The guilty verdict against former Liberian President Charles Taylor, who was convicted of aiding and abetting war crimes in Sierra Leone this week, is sinking in across West Africa. The historic judgment of the first African president to be prosecuted in an international court leaves Taylor facing a lengthy sentence in a British prison.

The past few years in Texas have seen a parade of DNA exonerations: more than 40 men so far. The first exonerations were big news, but the type has grown smaller as Texans have watched a dismaying march of exonerees, their wasted years haunting the public conscience.

Yet a case in Williamson County, just north of Austin, is raising the ante. Michael Morton had been sentenced to life in prison for murdering his wife. He was released six months ago — 25 years after being convicted — when DNA testing proved he was not the killer.

The general election campaign for president is springing to life, now that Mitt Romney is all but certain to be President Obama's Republican opponent next fall. On Capitol Hill, though, the battle over who will sign or veto Congress' bills next year is already blazing.

In two key votes this past week, many Republicans fell in step with candidate Romney and his quest for more support from younger voters and women.

Yulia Tymoshenko is "wasting away in prison," her family told the AP. Tymoshenko went on a hunger strike and her family said she was "bruised from prison beatings and afraid she will be force-fed by her political foes."

On a chilly grey morning I come across a big, lush patch of nettles in a Pittsburgh park. Leah Lizarondo, the food writer who brought me here, has her hands wrapped in old plastic bread bags.

Those bags are crucial because touching stinging nettles with your bare hands can be pretty unpleasant. "It's like something pricked you, like a little ant bit you, and then it starts being a little painful," said Lizarondo.

General-election battle lines are taking shape between President Obama and likely Republican challenger Mitt Romney.

Romney is sticking with his long-standing attack on the president as someone not up to the huge job of turning around the economy.

But the Obama campaign has recently changed its message: Instead of portraying Romney as a flip-flopping, say-anything politician, it is now arguing that the former Massachusetts governor is a man with extreme positions far outside the American mainstream.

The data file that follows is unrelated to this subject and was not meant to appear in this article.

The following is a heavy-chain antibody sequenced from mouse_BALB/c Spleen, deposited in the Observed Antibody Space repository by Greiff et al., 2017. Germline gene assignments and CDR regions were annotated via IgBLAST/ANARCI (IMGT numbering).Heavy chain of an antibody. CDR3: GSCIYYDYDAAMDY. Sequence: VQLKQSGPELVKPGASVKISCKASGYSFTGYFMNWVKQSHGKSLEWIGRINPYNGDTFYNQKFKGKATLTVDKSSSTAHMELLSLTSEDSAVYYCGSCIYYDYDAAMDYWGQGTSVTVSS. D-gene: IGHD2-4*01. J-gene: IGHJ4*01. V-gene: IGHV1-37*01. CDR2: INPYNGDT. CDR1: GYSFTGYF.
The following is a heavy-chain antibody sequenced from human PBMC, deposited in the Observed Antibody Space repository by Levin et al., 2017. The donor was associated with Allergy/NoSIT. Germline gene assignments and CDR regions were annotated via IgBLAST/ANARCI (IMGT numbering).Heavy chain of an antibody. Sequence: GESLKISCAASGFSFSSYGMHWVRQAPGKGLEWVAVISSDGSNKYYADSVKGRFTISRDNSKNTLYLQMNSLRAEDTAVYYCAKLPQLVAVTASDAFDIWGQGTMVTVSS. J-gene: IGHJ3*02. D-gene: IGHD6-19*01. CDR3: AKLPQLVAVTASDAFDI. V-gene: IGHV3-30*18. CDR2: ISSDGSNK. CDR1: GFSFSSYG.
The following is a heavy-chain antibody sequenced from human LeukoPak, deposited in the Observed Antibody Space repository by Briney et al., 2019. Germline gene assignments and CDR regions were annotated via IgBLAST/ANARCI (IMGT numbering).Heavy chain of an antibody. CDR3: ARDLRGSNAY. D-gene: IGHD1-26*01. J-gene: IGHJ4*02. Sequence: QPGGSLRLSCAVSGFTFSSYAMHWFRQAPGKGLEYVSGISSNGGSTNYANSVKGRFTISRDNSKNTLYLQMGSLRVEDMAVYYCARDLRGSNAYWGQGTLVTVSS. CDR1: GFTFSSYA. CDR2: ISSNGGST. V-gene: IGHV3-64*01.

The fallout from the Secret Service prostitution scandal in Colombia continues: Now the Secret Service says it is tightening and clarifying its policies for traveling employees.

NPR's Tamara Keith spoke to a Secret Service spokesperson who says the Secret Service leadership detailed the new rules in an internal message regarding personal conduct sent to all employees.

The new policy covers alcohol consumption and what types of businesses employees can patronize, Tamara tells our Newscast unit. "The Agency is also adding additional briefings on standards of conduct."

The U.S. economy lost some steam during the first three months of the year. The Commerce Department said Friday that growth slowed to just 2.2 percent, down from 3 percent at the end of last year.

The good news was that the economy continued to grow during the first quarter of the year. But anyone who was waiting for growth to kick into a higher gear was disappointed once again. One reason for that was a slowdown in business investment — companies spent less on new equipment and software even though profits were surprisingly strong.

The surveillance tape shows what looks like a Muslim woman, her face and body hidden by her traditional clothing, robbing a Philadelphia bank. But the robber in the abaya and khimar is actually a man. He's part of a recent crime spree involving perpetrators in Muslim garb.

The worst of the incidents happened in Upper Darby when, Police Superintendent Michael Chitwood says, someone who appeared to be a Muslim woman went into a barbershop.

We've written about the Decorah Eagle Cam and about the Jewel bear cam.

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Updated at 12:10 p.m. ET

The U.S. Supreme Court essentially punted on extreme partisan gerrymandering Monday, declining to address the central questions at the heart of whether the practice is constitutional.

The court took up two cases, one out of Wisconsin and one out of Maryland, with lines drawn by both parties.

It declared that the plaintiffs in Wisconsin don't have standing to sue, because they didn't try to prove that their vote had been diluted in their own district.

A blossoming trade war between the United States and China could have a big impact on Kansas farmers and businesses.

President Donald Trump has made good on his threat to slap an additional 25 percent tariff on $50 billion worth of Chinese goods. In turn, Chinese officials have committed to retaliatory tariffs in the same amount. But while U.S. tariffs are focused on tech products, Chinese tariffs will likely focus on agricultural goods.